Cannabidiol is not a psychoactive agent. Before we even get to CBD dog treats, some may shake their heads, cluck their tongues, and say they don’t want their dogs getting high. That objection is very common, but just as easily dismissed. CBD is not toxic, and it does not have a particularly strong effect, if any at all, on the receptors in the brain that are influenced by THC. CBD does not affect perception and is incapable of turning normally functioning people or their dogs into Cheech, Chong, Harold, or Kumar. CBD treats for dogs are not the canine equivalent of pot brownies.
The dosage is one treat per 25 pounds of body weight. Rodrigo weighs 65 pounds, so I gave him two dog treats. And since I was handing out treats, the other dogs lined up as well – two per dog (although Sydney and Scout should have had three each). And, as I stated, 30 minutes later, the dogs were all dozing on their beds (what dog mom's office doesn't have dog beds?) and slept soundly through the night despite the fireworks.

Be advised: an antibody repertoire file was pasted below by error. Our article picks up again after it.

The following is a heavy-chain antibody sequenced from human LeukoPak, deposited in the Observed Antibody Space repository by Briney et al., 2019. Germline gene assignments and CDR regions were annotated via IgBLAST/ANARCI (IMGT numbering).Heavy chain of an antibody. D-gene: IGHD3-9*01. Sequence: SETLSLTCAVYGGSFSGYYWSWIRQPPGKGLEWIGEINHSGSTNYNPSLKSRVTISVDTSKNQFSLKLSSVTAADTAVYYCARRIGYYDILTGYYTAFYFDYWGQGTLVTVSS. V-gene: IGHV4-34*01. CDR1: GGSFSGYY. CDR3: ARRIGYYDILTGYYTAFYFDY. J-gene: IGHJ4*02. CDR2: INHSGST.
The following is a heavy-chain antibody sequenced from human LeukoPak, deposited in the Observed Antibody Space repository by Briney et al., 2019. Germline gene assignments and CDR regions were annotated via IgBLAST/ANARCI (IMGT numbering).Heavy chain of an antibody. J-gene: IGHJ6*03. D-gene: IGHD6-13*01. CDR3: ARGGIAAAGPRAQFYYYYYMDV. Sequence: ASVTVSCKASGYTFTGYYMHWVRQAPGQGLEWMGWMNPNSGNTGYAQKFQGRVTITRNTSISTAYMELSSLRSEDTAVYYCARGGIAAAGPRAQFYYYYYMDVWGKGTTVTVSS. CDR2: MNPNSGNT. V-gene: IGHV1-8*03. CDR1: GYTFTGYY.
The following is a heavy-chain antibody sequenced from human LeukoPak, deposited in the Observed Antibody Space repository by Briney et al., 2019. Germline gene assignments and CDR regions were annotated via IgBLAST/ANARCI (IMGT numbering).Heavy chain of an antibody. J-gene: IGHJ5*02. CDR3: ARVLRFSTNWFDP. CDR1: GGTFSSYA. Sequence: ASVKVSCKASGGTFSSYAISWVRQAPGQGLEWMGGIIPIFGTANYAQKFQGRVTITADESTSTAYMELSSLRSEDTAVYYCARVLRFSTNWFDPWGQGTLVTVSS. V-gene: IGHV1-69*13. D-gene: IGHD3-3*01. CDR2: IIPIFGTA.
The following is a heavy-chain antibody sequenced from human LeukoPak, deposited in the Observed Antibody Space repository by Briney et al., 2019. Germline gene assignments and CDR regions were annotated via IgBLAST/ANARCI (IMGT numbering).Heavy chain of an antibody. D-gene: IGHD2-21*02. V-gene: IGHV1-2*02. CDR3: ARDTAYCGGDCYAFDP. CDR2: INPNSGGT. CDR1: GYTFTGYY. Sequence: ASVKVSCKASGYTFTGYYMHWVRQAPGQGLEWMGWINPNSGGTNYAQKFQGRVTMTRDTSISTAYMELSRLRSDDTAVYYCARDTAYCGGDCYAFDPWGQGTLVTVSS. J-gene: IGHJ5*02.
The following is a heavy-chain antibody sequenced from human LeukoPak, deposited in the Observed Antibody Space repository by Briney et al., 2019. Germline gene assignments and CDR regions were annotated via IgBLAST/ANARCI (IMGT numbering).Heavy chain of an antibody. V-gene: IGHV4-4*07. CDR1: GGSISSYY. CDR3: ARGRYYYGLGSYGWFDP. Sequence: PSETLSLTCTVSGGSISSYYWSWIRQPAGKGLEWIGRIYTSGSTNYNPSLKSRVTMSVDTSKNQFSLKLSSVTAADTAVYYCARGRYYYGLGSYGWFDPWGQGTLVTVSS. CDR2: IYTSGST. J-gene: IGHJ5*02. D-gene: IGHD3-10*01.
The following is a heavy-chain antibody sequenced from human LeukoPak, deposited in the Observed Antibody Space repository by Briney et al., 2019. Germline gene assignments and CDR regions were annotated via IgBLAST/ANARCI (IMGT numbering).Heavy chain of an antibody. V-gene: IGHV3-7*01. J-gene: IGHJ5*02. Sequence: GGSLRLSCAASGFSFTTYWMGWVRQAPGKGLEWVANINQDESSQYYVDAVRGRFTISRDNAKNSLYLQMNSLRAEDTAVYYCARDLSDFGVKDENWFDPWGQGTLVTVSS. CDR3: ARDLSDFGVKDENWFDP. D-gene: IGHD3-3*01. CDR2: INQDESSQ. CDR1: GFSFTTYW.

However, there are veterinarians that support THC-free hemp supplements for animals. Miami-based veterinarian Dr. Patricia Khuly, VMD, has recommended hemp supplements to her patients, and has even made homemade versions using hemp oil for her pets. “I find they can be somewhat effective as part of a well rounded chronic pain protocol,” she tells Leafly—though she has never used them for pet anxiety or improving fur and skin. “Hemp oil sounds interesting for use in the same way fish oil would be implemented for these other indications,” she adds, “especially for my vegan clients who prefer to source non-animal based products for their pets.” She would like to see more research first, though.